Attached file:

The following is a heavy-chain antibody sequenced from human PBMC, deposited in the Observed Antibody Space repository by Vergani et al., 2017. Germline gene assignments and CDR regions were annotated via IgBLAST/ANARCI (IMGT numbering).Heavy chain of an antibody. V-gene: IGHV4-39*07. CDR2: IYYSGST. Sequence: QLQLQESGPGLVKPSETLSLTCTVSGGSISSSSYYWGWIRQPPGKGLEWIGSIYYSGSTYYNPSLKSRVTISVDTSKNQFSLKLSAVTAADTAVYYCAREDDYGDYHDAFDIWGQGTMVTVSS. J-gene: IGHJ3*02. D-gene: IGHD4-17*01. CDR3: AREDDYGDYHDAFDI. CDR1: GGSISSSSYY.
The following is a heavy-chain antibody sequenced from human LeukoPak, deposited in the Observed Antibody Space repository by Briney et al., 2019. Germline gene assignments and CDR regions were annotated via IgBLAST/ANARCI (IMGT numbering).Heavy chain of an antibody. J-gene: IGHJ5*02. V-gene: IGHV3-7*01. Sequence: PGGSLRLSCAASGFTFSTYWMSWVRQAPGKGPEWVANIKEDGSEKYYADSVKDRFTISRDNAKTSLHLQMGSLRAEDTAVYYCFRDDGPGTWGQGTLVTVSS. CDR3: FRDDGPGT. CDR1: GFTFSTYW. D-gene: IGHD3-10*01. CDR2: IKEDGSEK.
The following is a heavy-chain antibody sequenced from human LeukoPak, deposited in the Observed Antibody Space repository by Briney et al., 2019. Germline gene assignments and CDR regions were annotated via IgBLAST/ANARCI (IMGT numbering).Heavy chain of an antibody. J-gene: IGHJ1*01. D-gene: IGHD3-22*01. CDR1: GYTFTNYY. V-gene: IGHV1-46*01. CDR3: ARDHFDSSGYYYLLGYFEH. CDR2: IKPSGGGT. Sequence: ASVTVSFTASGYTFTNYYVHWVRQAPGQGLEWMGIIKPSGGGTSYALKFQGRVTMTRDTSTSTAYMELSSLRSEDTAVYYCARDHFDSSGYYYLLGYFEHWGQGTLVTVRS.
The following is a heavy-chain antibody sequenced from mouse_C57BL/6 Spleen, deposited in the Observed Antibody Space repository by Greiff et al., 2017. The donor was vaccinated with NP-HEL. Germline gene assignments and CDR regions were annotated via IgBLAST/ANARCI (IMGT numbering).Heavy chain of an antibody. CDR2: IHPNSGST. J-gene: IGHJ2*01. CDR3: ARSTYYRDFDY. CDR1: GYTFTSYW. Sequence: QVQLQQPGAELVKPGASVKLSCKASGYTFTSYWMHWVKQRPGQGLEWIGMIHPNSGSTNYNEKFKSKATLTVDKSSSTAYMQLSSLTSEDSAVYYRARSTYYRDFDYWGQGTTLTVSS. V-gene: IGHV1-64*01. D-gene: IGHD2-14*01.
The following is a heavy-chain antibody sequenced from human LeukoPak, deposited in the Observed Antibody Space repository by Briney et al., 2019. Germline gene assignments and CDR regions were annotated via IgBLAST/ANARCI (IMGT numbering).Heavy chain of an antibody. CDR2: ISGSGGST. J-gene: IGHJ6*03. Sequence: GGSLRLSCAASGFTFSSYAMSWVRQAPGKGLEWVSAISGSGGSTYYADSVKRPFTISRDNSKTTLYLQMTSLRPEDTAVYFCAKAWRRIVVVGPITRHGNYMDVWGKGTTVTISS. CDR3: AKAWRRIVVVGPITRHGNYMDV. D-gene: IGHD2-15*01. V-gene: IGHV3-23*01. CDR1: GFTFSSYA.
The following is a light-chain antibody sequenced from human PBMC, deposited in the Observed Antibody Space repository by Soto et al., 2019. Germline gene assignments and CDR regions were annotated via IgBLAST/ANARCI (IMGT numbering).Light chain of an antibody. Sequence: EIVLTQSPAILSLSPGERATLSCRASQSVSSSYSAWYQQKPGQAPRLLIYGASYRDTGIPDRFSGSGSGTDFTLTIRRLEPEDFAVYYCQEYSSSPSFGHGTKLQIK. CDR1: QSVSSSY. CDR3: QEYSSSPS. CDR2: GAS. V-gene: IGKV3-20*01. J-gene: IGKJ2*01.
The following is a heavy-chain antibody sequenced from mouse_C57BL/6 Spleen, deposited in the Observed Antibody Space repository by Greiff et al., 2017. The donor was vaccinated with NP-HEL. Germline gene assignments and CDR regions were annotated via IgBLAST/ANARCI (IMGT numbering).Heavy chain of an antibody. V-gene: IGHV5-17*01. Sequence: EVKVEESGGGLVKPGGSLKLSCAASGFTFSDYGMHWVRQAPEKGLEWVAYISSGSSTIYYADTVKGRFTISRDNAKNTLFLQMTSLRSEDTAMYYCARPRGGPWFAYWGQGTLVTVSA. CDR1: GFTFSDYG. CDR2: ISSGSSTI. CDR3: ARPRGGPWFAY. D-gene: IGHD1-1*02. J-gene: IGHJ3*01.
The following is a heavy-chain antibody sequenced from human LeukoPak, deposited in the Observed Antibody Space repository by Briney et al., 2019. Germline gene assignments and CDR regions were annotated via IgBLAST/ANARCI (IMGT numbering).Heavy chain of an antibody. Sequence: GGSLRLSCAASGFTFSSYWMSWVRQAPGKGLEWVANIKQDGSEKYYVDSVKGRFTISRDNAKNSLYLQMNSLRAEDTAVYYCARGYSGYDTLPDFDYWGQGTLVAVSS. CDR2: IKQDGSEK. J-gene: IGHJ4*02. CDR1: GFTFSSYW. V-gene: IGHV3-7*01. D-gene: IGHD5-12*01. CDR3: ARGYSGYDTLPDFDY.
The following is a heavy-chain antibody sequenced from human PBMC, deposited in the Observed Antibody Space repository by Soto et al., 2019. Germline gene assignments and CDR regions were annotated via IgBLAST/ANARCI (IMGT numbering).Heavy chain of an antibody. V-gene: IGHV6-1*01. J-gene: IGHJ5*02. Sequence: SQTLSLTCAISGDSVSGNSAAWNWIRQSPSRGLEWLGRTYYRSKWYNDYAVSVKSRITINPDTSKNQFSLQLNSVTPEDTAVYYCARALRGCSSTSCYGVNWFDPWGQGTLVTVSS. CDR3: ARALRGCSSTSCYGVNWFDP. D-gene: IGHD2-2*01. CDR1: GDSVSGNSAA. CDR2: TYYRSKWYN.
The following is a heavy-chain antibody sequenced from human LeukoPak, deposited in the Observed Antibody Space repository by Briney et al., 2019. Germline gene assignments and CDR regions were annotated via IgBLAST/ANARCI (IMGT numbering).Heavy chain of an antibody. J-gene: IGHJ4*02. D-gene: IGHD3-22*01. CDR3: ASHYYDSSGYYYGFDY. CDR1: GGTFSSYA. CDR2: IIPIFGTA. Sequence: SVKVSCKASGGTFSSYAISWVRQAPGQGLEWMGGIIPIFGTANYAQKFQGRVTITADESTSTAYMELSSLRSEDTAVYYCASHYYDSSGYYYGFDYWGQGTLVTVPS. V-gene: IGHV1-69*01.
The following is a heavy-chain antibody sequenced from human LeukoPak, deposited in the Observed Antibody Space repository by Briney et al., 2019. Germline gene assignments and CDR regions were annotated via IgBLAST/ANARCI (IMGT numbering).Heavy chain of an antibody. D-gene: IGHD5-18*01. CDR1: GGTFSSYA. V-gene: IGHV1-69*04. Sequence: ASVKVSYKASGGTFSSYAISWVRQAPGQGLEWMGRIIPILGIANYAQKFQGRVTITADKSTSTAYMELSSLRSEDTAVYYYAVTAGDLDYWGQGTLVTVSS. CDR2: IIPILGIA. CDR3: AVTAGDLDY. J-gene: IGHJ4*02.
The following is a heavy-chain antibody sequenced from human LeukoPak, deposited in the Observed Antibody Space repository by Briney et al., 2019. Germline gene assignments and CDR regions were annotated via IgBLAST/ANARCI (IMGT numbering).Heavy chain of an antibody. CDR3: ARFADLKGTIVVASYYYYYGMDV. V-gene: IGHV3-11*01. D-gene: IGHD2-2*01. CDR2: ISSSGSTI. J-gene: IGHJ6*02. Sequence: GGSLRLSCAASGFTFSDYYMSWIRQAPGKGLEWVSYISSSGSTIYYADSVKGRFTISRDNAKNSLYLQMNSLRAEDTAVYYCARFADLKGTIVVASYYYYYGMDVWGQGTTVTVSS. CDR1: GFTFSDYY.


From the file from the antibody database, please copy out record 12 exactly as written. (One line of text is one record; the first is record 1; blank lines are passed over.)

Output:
The following is a heavy-chain antibody sequenced from human LeukoPak, deposited in the Observed Antibody Space repository by Briney et al., 2019. Germline gene assignments and CDR regions were annotated via IgBLAST/ANARCI (IMGT numbering).Heavy chain of an antibody. CDR3: ARFADLKGTIVVASYYYYYGMDV. V-gene: IGHV3-11*01. D-gene: IGHD2-2*01. CDR2: ISSSGSTI. J-gene: IGHJ6*02. Sequence: GGSLRLSCAASGFTFSDYYMSWIRQAPGKGLEWVSYISSSGSTIYYADSVKGRFTISRDNAKNSLYLQMNSLRAEDTAVYYCARFADLKGTIVVASYYYYYGMDVWGQGTTVTVSS. CDR1: GFTFSDYY.